Loading...

Spenser, Kyd, and the Authorship of “The Spanish Tragedy”

by Frank R. Ardolino (Author)
©2019 Monographs X, 194 Pages

Summary

Spenser, Kyd, and the Authorship of "The Spanish Tragedy" maintains that Edmund Spenser and not Thomas Kyd is the author of The Spanish Tragedy, written in 1590/1592. This argument is based on the strength of the internal evidence and not on computermetrics, linguistic statistics, or parallel passages. The Spanish Tragedy and Spenser’s works are united by sources, themes, methods, and language to the point of authorial equation. Thomas Heywood provided the only attribution of the play to Kyd in 1612, but given the depth of the learning, the apocalyptic context of the anti-Spanish theme, and the literary, rhetorical, and metadramatic sophistication of The Spanish Tragedy, it is much more probable that Spenser wrote it and not the nearly anonymous journeyman writer Kyd. The internal evidence for a new attribution is compelling, and since the proposed author is Spenser, who is supposed to have been hostile to the public theater, the revelation of his hidden authorship of the most popular and influential play of the period is significant not only for Spenserian studies but also for the history of English literature.

Table Of Contents

  • Cover
  • Title
  • Copyright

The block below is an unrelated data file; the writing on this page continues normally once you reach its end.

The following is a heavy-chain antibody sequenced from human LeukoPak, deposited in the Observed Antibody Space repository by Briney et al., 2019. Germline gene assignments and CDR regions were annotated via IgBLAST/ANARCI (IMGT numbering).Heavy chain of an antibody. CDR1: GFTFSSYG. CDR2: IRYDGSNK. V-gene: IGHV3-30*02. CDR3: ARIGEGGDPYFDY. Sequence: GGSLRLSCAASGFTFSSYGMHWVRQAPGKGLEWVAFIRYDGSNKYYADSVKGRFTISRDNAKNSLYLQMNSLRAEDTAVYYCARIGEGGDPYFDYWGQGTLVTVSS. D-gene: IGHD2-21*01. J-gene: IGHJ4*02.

• About the author(s)/editor(s)
  • About the book
  • This eBook can be cited
  • Contents
  • Acknowledgments
  • Introduction
  • Part I Apuleius, Kyd, and Spenser
  • Chapter 1. The Influence of Apuleius on Kyd’s The Spanish Tragedy
  • Chapter 2. Comparison of the Incertitude of Apuleius’s The Golden Ass and The Spanish Tragedy
  • Chapter 3. Apuleius and Spenser: Mystery Contexts and Games of Authorship
  • Part II Kyd, Spenser, and Dramatic Methods, Rhetoric, and Apocalypse and Armada
  • Chapter 4. Comparison of Spenser’s Dramatic Methods and Rhetoric in his Canon With Kyd’s Methods and Rhetoric in The Spanish Tragedy
  • Chapter 5. Empedocles, Just Revenge, Veritas Filia Temporis, and Textual Silence in The Faerie Queene and The Spanish Tragedy
  • Chapter 6. Apocalypse and Armada in Spenser’s Works and The Spanish Tragedy
  • Epilogue
  • Index

| ix →

ACKNOWLEDGMENTS

I am grateful for the support of several institutions, conferences, and journals and scholars. The University of California in Riverside gave me two grants at the beginning of my work on The Spanish Tragedy. Later, the University of Hawaii at Manoa provided a number of grants for the subvention of my first book, the opportunities to carry on my work at the Folger Shakespeare and the Huntington Library, and to finish my second book. The Interlibrary Loan services at both universities were invaluable.

Conferences at the Sixteenth Century Studies, the Marlowe Society of America, and the Renaissance Society of America provided me with opportunities to present my ideas about The Spanish Tragedy. In the South-Central Renaissance Conference I delivered “The Induction of Sly: The Influence of The Spanish Tragedy on the Two Shrews,” as the winner of my Louis Martz Essay Contest in 2004.

Journals in which I published articles about The Spanish Tragedy include Allegorica, Discoveries (the online Newsletter), Early Modern Literary Studies, English Language Notes, etc. Discoveries, the online Newsletter, Journal of Evolutionary Psychology, Medieval and Renaissance Drama, Notes and Queries, Renaissance Quarterly, Renaissance and Reformation, Shakespeare Bulletin, Shakespeare Yearbook, Sixteenth Century Journal, Spenser Review, Spenser Studies, and Studies Iconography. ← ix | x →